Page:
Consumer territorial responses in service settings

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Date of Original Version



Purpose: Customers can be territorial, which results in reactive behaviors that can hurt firm profitability. This study aims to expand the typology of customer territorial responses previously identified in the environmental psychology and marketing literature. Design/methodology/approach: The authors use a mixture of quantitative and qualitative approaches. The exploratory studies elicit and test a typology of consumer territorial responses using critical incident technique and factor analysis. Two surveys use the typology. Study 1 examines intrusiveness in grocery store settings. Study 2 expands the model with specialty store shoppers to examine how rapport, employee greed, entitlement and time pressure interact with intrusion pressure and relate to customer territorial responses. Findings: The results indicate a new category of territorial responses – deferential verbalizations – and show relationships between intrusion pressure and deferential actions, retaliatory verbalizations, retaliatory actions and abandonment. The relationships are affected by the moderators, including rapport, which interacts with intrusion pressure to increase the likelihood of switching. Research limitations/implications: Collecting data near closing time restricted observations and consumer time to participate using self-report data. The results should be replicated with other populations and service providers. Practical implications: Managers should monitor customer treatment during closing time. The results indicate consumer responses to closing time cues not only impact their shopping trip but also affect whether they will patronize the store in the future. Originality/value: The study provides an expanded typology of territorial responses, identifies moderating factors that may affect responses and links employee intrusiveness and territorial responses to store patronage.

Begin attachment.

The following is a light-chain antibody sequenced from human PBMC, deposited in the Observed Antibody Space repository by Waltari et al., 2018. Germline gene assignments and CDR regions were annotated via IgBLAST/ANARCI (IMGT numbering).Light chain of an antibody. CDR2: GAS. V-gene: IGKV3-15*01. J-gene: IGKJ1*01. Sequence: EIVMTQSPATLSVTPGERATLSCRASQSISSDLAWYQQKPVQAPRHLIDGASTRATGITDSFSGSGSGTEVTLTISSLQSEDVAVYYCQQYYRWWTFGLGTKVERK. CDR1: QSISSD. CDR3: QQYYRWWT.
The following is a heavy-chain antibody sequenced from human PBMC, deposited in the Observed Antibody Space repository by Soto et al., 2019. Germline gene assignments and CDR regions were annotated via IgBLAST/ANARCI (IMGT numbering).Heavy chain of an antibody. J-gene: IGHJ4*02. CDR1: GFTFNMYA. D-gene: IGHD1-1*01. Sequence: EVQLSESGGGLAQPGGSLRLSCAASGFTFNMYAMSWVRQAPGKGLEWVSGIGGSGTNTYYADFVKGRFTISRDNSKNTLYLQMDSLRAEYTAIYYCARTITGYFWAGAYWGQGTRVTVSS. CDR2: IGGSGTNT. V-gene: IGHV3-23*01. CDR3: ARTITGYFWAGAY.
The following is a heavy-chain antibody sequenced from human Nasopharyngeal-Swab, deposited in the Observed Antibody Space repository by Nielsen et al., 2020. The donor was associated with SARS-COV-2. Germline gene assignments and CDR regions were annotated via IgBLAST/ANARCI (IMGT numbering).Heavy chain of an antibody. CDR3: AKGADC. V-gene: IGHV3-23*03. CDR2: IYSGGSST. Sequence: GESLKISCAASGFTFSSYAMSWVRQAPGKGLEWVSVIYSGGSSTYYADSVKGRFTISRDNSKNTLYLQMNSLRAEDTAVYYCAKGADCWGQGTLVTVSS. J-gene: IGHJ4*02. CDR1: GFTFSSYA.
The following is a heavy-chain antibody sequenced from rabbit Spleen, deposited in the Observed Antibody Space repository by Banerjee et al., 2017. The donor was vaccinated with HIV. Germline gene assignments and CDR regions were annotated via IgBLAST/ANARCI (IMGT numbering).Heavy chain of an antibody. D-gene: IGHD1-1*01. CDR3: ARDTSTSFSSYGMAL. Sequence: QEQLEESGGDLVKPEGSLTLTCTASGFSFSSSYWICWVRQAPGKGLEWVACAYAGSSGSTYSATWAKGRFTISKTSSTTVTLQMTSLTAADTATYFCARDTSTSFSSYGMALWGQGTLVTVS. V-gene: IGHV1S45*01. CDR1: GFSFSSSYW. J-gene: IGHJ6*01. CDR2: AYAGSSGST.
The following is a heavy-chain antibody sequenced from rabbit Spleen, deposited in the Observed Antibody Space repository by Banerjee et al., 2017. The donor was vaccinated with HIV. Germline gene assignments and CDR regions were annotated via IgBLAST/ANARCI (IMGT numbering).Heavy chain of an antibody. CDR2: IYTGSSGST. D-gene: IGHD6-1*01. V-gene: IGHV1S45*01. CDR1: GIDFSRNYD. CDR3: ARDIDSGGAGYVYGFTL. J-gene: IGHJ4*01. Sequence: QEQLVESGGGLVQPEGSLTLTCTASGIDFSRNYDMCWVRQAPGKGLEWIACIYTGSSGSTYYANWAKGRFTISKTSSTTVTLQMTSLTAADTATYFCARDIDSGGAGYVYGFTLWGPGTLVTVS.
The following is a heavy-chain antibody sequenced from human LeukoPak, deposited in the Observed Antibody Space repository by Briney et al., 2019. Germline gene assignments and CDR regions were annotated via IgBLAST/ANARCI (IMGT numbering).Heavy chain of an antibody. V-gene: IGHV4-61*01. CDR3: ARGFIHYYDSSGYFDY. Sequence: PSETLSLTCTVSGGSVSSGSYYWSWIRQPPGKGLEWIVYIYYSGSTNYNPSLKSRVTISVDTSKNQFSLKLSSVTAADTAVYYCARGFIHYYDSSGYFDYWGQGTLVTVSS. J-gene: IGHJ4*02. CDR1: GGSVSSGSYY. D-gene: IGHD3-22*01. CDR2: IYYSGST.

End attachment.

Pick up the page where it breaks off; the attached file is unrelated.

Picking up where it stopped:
Publication Title

Journal of Services Marketing